Unexpected discovery in the belly of a tyrannosaur

New discoveries from dinosaur fossils show that in Canada millions of years ago, meat-eating dinosaurs hunted smaller plant-eating dinosaurs.

According to Reuters news agency, scientists on December 8 reported unearthing the fossil of a young Gorgosaurus dinosaur – about 5-7 years old – with a length of 4.5 meters. In particular, this fossil has its stomach intact, preserving its last meal.

The Gorgosaurus dinosaur belongs to the same genus of carnivorous tyrant dinosaurs as the famous T-Rex that existed several million years later. Gorgosaurus walked on two legs, had short arms with two-fingered hands, and a giant skull 1 meter long. Full body length up to 9-10m and weight 2-3 tons.

"Child Prey remains intact in the stomach of a dinosaur fossil. (Photo: Reuters).

Gorgosaurus had a huge prey base and so could also be picky about its meals. 75 million years ago, in what is now the province of Alberta – Canada, they chose a plant-eating dinosaur named Citipes, with feathers and the size of a turkey, as prey.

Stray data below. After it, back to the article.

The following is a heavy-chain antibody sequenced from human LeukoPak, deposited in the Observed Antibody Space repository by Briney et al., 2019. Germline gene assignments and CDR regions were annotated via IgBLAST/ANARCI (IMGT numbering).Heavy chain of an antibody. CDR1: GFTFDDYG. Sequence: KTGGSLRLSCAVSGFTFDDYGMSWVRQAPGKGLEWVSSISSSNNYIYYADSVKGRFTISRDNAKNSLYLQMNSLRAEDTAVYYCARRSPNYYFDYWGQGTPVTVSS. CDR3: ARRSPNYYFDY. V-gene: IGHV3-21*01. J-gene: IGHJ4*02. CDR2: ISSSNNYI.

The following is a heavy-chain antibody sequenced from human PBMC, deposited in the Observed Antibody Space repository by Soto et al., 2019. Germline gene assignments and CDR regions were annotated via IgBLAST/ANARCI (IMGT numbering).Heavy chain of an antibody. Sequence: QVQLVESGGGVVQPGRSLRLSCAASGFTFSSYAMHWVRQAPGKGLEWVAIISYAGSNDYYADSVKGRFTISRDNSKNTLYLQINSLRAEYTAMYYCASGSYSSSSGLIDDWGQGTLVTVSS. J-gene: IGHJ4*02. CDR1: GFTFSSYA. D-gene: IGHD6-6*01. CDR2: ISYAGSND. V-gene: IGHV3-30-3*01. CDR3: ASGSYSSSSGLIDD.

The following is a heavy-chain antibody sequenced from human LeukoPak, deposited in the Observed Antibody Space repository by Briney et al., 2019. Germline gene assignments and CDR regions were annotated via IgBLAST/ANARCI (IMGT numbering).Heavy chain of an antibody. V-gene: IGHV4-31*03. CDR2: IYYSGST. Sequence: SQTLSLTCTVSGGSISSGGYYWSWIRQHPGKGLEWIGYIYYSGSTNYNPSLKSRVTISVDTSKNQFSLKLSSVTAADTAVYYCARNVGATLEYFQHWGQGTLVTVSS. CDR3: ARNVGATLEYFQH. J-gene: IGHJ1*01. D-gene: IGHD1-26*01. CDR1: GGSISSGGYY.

Fossils show that Gorgosaurus cut up and ate only the legs of Citipes , ignoring the rest of the meat. The predicted reason is because the prey was too big to swallow whole, so this Gorgosaurus chose the meatiest part to eat.

Based on tooth marks left on prey bones, it can be concluded that adult Gorgosaurus could hunt dinosaurs even larger than Citipes.

The fossil was unearthed at Dinosaur Park in southern Alberta province – Canada. This area during the Cretaceous period was a forested coastal plain, near the western shore of a vast inland sea that divided North America in half.

This is the first tyrannosaur fossil with prey intact in its stomach.

"Other Size difference between a Gorgosaurus and a Citipes. (Photo: Reuters).

This newly unearthed fossil has provided deeper information about the ecology of this dinosaur genus. It can be seen how the foraging and diet of tyrannosaurs changed significantly throughout their life cycle.

A study published in the journal Science Advances led by François Therrien, curator of dinosaur paleontology at the Royal Tyrrell Museum (Canada), has shown that different species within the tyrannosaur genus occupied maintain different ecological circuits at different times in the life cycle. This means that young tyrannosaurs did not need to compete with adults for prey.

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